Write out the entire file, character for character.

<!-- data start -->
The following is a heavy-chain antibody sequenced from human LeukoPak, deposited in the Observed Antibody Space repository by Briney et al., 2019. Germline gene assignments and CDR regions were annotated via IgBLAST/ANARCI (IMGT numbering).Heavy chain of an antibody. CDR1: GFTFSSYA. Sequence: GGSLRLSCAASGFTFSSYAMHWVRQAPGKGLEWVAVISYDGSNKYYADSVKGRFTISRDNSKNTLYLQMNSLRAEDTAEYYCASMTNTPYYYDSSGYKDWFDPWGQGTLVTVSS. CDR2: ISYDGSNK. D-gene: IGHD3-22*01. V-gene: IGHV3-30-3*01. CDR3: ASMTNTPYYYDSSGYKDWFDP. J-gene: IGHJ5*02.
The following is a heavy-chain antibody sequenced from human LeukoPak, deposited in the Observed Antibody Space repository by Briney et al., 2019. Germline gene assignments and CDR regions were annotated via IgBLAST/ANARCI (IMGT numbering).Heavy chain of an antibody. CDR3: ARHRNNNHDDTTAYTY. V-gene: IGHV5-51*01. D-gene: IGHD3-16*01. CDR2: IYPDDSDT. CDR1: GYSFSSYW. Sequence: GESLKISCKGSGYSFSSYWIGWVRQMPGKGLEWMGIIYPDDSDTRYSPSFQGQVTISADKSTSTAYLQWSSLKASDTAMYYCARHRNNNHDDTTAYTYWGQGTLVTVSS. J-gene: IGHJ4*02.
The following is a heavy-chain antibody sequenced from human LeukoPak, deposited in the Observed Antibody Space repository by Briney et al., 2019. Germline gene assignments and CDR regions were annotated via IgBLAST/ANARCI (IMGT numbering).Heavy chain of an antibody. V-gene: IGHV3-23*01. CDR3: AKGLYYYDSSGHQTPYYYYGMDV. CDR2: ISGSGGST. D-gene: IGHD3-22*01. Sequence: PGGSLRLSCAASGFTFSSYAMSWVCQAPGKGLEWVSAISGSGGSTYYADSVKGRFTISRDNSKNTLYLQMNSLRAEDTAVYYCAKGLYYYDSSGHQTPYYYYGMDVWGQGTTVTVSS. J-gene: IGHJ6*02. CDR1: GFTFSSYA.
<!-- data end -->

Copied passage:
The following is a heavy-chain antibody sequenced from human LeukoPak, deposited in the Observed Antibody Space repository by Briney et al., 2019. Germline gene assignments and CDR regions were annotated via IgBLAST/ANARCI (IMGT numbering).Heavy chain of an antibody. CDR1: GFTFSSYA. Sequence: GGSLRLSCAASGFTFSSYAMHWVRQAPGKGLEWVAVISYDGSNKYYADSVKGRFTISRDNSKNTLYLQMNSLRAEDTAEYYCASMTNTPYYYDSSGYKDWFDPWGQGTLVTVSS. CDR2: ISYDGSNK. D-gene: IGHD3-22*01. V-gene: IGHV3-30-3*01. CDR3: ASMTNTPYYYDSSGYKDWFDP. J-gene: IGHJ5*02.
The following is a heavy-chain antibody sequenced from human LeukoPak, deposited in the Observed Antibody Space repository by Briney et al., 2019. Germline gene assignments and CDR regions were annotated via IgBLAST/ANARCI (IMGT numbering).Heavy chain of an antibody. CDR3: ARHRNNNHDDTTAYTY. V-gene: IGHV5-51*01. D-gene: IGHD3-16*01. CDR2: IYPDDSDT. CDR1: GYSFSSYW. Sequence: GESLKISCKGSGYSFSSYWIGWVRQMPGKGLEWMGIIYPDDSDTRYSPSFQGQVTISADKSTSTAYLQWSSLKASDTAMYYCARHRNNNHDDTTAYTYWGQGTLVTVSS. J-gene: IGHJ4*02.
The following is a heavy-chain antibody sequenced from human LeukoPak, deposited in the Observed Antibody Space repository by Briney et al., 2019. Germline gene assignments and CDR regions were annotated via IgBLAST/ANARCI (IMGT numbering).Heavy chain of an antibody. V-gene: IGHV3-23*01. CDR3: AKGLYYYDSSGHQTPYYYYGMDV. CDR2: ISGSGGST. D-gene: IGHD3-22*01. Sequence: PGGSLRLSCAASGFTFSSYAMSWVCQAPGKGLEWVSAISGSGGSTYYADSVKGRFTISRDNSKNTLYLQMNSLRAEDTAVYYCAKGLYYYDSSGHQTPYYYYGMDVWGQGTTVTVSS. J-gene: IGHJ6*02. CDR1: GFTFSSYA.